Traders said that the strike had caused only minimal disruptions to refined copper flows. Waigaoqiao, together with two other bonded areas in Shanghai, hold about 80 percent of China's bonded copper stocks. [ID:nL3E7FM07W]

    "There is more than enough stocks in the bonded warehouses to offset any short-term impact on supplies," said Bonnie Liu, a Macquarie analyst based in Shanghai.

    Shanghai's most active copper futures contract SCFcv1 closed flat at 71,440 yuan at midday.

    FEW OPTIONS FOR WORKERS

    Chinese workers have few means of pressing for better wages.

    The government prohibits unions independent of the All-China Federation of Trade Unions, an umbrella organisation run by the Communist Party. Historically, the ACFTU tries to prevent strikes.

    "The most basic issue isn't simply that fuel prices are rising. It is that when fuel prices rise, the truck drivers don't have an independent channel to express their interests," said Li Qiang, executive director of China Labor Watch, told Reuters from New York.

    The unrest is occurring near at least one of the port's five major working zones -- Waigaoqiao, a massive free-trade zone and bonded storage warehouse.

    Shanghai overtook Singapore in 2010 to become the world's busiest container port. The Shanghai port handled 29.05 million 20-foot equivalent units, or TEUs, in 2010 -- 500,000 TEUs more than Singapore [ID: nTOE70700A]. Shanghai's cargo throughput rose to about 650 million tonnes in 2010, remaining the world's largest, up from 590 million tonnes in 2009.

    Situated in the middle of the 18,000 km-long Chinese coastline, the Shanghai port is managed by the publicly listed Shanghai International Port (Group) Co Ltd , which is 44.23 percent owned by the Shanghai Municipal Government.

    Last May, a burst of labour disputes disrupted production for many foreign automakers including Toyota and Honda, which laid bare the rising demands of China's 150 million migrant workers and raised questions about the region's future as a low-cost manufacturing base. (Additional reporting by Jason Subler, Jane Lee, Carlos Barria in Shanghai, Ben Blanchard, Sui-Lee Wee, Michael Martina, Niu Shuping in Beijing and Tan Ee Lyn in Hong Kong,; Writing by Ben Blanchard and Sui-Lee Wee; Editing by Don Durfee and Robert Birsel)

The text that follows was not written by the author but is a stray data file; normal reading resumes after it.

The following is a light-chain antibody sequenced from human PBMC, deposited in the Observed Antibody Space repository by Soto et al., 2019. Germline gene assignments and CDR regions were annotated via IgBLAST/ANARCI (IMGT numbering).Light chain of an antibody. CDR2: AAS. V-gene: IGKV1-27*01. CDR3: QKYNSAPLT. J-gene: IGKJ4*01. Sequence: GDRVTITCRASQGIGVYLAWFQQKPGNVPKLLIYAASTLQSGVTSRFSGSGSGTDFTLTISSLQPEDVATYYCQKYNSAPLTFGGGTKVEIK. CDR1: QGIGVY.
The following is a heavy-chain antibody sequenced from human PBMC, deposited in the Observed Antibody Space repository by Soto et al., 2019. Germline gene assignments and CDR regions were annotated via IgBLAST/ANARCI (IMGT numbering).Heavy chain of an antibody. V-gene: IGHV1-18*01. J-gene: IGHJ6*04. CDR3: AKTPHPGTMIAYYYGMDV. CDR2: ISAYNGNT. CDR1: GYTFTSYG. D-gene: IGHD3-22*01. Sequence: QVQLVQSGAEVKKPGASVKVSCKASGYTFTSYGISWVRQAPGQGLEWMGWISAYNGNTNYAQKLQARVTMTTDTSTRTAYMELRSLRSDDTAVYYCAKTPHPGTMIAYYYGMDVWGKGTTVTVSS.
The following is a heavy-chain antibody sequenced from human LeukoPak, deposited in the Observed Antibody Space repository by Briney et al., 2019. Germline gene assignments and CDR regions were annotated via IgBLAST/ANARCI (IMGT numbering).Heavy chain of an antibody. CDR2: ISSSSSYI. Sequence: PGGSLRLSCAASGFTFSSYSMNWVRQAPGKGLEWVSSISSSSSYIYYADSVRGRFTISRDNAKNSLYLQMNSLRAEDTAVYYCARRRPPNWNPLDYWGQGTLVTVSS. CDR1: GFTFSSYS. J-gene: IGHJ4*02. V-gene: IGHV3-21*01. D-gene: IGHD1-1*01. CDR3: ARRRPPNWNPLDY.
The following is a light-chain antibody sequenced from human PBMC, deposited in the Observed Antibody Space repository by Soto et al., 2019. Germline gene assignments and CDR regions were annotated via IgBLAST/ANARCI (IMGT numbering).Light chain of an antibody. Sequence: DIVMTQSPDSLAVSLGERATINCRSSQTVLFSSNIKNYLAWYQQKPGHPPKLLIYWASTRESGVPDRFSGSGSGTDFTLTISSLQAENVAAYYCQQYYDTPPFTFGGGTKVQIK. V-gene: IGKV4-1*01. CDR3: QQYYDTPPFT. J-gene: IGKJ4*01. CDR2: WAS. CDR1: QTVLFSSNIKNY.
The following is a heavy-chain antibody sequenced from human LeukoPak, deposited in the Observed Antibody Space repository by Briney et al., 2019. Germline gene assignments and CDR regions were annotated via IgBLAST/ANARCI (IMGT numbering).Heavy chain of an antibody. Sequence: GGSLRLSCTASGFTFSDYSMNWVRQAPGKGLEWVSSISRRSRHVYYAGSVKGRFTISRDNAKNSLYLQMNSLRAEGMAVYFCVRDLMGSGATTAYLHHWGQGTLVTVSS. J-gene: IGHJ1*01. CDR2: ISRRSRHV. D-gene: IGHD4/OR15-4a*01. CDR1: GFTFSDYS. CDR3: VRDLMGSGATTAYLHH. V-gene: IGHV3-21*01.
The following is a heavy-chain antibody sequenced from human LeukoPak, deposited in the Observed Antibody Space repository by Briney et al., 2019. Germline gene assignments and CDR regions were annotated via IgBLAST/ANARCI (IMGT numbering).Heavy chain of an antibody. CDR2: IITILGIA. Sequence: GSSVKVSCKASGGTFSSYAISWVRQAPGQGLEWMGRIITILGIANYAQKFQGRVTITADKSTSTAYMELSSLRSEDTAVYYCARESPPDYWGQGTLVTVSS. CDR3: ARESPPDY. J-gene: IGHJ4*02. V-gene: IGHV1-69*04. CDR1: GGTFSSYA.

“the misery of being exploited by capitalists is nothing compared to the misery of not being exploited at all” -- Joan Robinson

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    Globe editorial
    Encouraging news on truckers' strike in China
    Published Sunday, May. 01, 2011 11:46PM EDT
    Last updated Sunday, May. 01, 2011 11:51PM EDT

    7 comments



    It is an encouraging development that the Chinese authorities have quietly made some concessions to protesting truck drivers who ship goods to the port of Shanghai. The truckers were refusing to make their normal deliveries because of high harbour fees, which, combined with high fuel prices, were making it hard for them to make a living.
    More related to this story


    In a previous wave of strikes last year, the state-controlled media reported quite favourably on the employees' demands and complaints – but all the factories involved were owned by Japanese or Taiwanese firms.

    By contrast, the truckers' withdrawal of their services to one of the world's largest ports was a direct conflict with an agency of the state. That is no simple undertaking in what the Chinese state and the Communist Party call a “socialist market economy with Chinese characteristics.”

    On the other hand, the authorities were sensible not to agree to give the independent truckers even larger subsidies of their diesel-fuel use; these are already excessive. Fuel prices are essentially determined by supply and demand in international markets. The Shanghai region's already foul air does not need more subsidies for more pollution.

    Rising incomes for Chinese employees and independent contractors (such as most of the Shanghai truckers) are welcome; wage levels in China should increase toward those of developed economies. If Chinese citizens have more purchasing power, and can consume more, while continuing to produce and save, they will help reduce the global imbalances much worried about by economic commentators around the world.

    The truckers were reportedly disappointed by the result of their boycott. But it is a sign of a reasonable settlement when both sides are discontented because they give something up. This fresh sign of a growing openness to a give-and-take among competing interests – even when the Communist state is involved – is welcome.


    Encouraging news on truckers' strike in China - The Globe and Mail
    “the misery of being exploited by capitalists is nothing compared to the misery of not being exploited at all” -- Joan Robinson